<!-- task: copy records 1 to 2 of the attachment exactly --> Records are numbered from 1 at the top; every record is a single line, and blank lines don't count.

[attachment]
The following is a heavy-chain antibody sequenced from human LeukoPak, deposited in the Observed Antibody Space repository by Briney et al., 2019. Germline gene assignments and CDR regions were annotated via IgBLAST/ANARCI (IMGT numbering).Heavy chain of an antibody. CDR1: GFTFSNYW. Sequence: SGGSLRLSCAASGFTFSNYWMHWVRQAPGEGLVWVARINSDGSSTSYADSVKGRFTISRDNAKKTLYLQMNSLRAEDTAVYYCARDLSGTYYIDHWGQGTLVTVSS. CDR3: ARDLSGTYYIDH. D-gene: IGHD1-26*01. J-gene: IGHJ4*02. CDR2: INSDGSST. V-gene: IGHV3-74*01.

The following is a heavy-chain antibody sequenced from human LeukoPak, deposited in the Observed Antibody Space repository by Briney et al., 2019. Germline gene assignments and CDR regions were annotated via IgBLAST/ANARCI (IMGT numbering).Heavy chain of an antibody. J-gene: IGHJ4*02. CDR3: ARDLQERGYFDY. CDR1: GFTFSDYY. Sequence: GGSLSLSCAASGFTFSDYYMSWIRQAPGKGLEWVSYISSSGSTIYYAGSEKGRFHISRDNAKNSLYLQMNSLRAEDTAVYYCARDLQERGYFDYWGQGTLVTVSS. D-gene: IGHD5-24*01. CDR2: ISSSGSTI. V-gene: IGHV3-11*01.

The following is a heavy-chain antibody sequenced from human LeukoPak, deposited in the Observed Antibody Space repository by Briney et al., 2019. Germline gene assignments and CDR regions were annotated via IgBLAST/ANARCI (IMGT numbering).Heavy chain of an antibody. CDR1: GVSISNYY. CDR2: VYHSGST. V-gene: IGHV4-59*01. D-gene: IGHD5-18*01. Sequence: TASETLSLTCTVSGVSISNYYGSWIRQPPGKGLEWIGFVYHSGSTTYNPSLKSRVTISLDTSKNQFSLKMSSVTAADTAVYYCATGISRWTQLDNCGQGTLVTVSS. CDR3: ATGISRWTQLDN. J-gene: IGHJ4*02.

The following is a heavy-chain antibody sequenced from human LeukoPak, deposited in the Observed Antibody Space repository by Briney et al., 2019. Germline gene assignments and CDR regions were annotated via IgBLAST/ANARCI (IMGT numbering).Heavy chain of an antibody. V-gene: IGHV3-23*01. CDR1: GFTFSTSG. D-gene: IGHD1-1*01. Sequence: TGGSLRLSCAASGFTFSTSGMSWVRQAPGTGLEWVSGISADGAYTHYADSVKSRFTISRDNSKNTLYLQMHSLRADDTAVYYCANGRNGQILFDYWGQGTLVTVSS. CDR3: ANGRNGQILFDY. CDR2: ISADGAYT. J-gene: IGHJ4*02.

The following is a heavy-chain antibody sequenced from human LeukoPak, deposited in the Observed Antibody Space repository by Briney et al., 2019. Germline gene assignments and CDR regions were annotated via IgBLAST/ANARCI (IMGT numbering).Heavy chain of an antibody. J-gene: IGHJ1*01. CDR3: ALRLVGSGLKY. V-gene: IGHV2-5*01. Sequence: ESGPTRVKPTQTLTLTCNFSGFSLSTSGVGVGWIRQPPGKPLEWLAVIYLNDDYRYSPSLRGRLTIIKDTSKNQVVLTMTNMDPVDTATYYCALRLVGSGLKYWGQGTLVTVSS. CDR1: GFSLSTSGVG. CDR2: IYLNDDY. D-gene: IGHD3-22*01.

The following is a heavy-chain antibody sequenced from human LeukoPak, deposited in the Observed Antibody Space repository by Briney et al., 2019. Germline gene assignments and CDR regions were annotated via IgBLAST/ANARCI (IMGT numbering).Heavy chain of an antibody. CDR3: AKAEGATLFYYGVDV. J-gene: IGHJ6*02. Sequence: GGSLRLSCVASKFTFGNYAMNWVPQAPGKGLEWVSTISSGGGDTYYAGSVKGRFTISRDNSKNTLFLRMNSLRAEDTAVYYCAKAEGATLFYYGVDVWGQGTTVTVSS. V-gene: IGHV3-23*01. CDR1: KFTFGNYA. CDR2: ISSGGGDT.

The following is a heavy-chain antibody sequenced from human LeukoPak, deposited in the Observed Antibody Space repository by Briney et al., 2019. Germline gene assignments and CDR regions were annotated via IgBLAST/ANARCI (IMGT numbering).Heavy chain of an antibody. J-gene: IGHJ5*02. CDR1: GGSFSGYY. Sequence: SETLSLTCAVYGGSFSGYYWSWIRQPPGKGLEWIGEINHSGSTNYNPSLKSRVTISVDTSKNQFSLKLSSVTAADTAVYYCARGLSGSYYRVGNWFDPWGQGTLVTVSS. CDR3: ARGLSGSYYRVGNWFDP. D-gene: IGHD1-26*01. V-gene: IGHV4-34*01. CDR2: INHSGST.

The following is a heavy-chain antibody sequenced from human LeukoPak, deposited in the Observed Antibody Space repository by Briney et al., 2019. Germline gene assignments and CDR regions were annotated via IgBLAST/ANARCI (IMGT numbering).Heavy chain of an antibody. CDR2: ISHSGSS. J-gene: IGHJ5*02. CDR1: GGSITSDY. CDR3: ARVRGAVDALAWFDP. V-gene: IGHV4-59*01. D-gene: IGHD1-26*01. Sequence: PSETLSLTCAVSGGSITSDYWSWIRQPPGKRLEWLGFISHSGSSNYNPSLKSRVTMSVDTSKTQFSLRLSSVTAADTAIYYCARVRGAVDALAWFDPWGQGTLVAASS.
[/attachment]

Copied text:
The following is a heavy-chain antibody sequenced from human LeukoPak, deposited in the Observed Antibody Space repository by Briney et al., 2019. Germline gene assignments and CDR regions were annotated via IgBLAST/ANARCI (IMGT numbering).Heavy chain of an antibody. CDR1: GFTFSNYW. Sequence: SGGSLRLSCAASGFTFSNYWMHWVRQAPGEGLVWVARINSDGSSTSYADSVKGRFTISRDNAKKTLYLQMNSLRAEDTAVYYCARDLSGTYYIDHWGQGTLVTVSS. CDR3: ARDLSGTYYIDH. D-gene: IGHD1-26*01. J-gene: IGHJ4*02. CDR2: INSDGSST. V-gene: IGHV3-74*01.

The following is a heavy-chain antibody sequenced from human LeukoPak, deposited in the Observed Antibody Space repository by Briney et al., 2019. Germline gene assignments and CDR regions were annotated via IgBLAST/ANARCI (IMGT numbering).Heavy chain of an antibody. J-gene: IGHJ4*02. CDR3: ARDLQERGYFDY. CDR1: GFTFSDYY. Sequence: GGSLSLSCAASGFTFSDYYMSWIRQAPGKGLEWVSYISSSGSTIYYAGSEKGRFHISRDNAKNSLYLQMNSLRAEDTAVYYCARDLQERGYFDYWGQGTLVTVSS. D-gene: IGHD5-24*01. CDR2: ISSSGSTI. V-gene: IGHV3-11*01.